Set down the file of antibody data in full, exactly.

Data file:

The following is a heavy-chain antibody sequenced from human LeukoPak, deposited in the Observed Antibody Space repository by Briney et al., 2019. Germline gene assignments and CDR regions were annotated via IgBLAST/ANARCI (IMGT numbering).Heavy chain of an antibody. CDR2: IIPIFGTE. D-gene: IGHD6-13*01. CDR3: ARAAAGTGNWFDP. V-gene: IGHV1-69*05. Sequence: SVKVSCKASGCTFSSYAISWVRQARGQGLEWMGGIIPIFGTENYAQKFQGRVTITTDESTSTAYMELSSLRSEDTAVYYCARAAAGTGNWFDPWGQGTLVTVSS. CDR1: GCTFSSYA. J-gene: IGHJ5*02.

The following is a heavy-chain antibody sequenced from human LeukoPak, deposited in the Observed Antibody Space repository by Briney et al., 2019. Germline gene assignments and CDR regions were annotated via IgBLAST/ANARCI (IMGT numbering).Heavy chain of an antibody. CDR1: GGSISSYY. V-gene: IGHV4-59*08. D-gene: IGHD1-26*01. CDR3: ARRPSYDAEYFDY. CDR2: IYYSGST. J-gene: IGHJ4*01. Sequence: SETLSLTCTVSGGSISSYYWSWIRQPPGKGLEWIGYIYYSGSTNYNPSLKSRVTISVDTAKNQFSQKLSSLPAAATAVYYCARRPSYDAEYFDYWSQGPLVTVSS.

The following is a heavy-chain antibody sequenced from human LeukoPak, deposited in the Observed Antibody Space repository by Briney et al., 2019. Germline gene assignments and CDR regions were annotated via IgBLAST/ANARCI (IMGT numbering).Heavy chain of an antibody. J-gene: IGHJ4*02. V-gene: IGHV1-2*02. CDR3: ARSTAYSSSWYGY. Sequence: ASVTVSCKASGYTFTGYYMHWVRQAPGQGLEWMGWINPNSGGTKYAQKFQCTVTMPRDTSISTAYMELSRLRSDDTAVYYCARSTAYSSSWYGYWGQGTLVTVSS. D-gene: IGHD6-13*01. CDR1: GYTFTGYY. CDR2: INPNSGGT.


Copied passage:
The following is a heavy-chain antibody sequenced from human LeukoPak, deposited in the Observed Antibody Space repository by Briney et al., 2019. Germline gene assignments and CDR regions were annotated via IgBLAST/ANARCI (IMGT numbering).Heavy chain of an antibody. CDR2: IIPIFGTE. D-gene: IGHD6-13*01. CDR3: ARAAAGTGNWFDP. V-gene: IGHV1-69*05. Sequence: SVKVSCKASGCTFSSYAISWVRQARGQGLEWMGGIIPIFGTENYAQKFQGRVTITTDESTSTAYMELSSLRSEDTAVYYCARAAAGTGNWFDPWGQGTLVTVSS. CDR1: GCTFSSYA. J-gene: IGHJ5*02.

The following is a heavy-chain antibody sequenced from human LeukoPak, deposited in the Observed Antibody Space repository by Briney et al., 2019. Germline gene assignments and CDR regions were annotated via IgBLAST/ANARCI (IMGT numbering).Heavy chain of an antibody. CDR1: GGSISSYY. V-gene: IGHV4-59*08. D-gene: IGHD1-26*01. CDR3: ARRPSYDAEYFDY. CDR2: IYYSGST. J-gene: IGHJ4*01. Sequence: SETLSLTCTVSGGSISSYYWSWIRQPPGKGLEWIGYIYYSGSTNYNPSLKSRVTISVDTAKNQFSQKLSSLPAAATAVYYCARRPSYDAEYFDYWSQGPLVTVSS.

The following is a heavy-chain antibody sequenced from human LeukoPak, deposited in the Observed Antibody Space repository by Briney et al., 2019. Germline gene assignments and CDR regions were annotated via IgBLAST/ANARCI (IMGT numbering).Heavy chain of an antibody. J-gene: IGHJ4*02. V-gene: IGHV1-2*02. CDR3: ARSTAYSSSWYGY. Sequence: ASVTVSCKASGYTFTGYYMHWVRQAPGQGLEWMGWINPNSGGTKYAQKFQCTVTMPRDTSISTAYMELSRLRSDDTAVYYCARSTAYSSSWYGYWGQGTLVTVSS. D-gene: IGHD6-13*01. CDR1: GYTFTGYY. CDR2: INPNSGGT.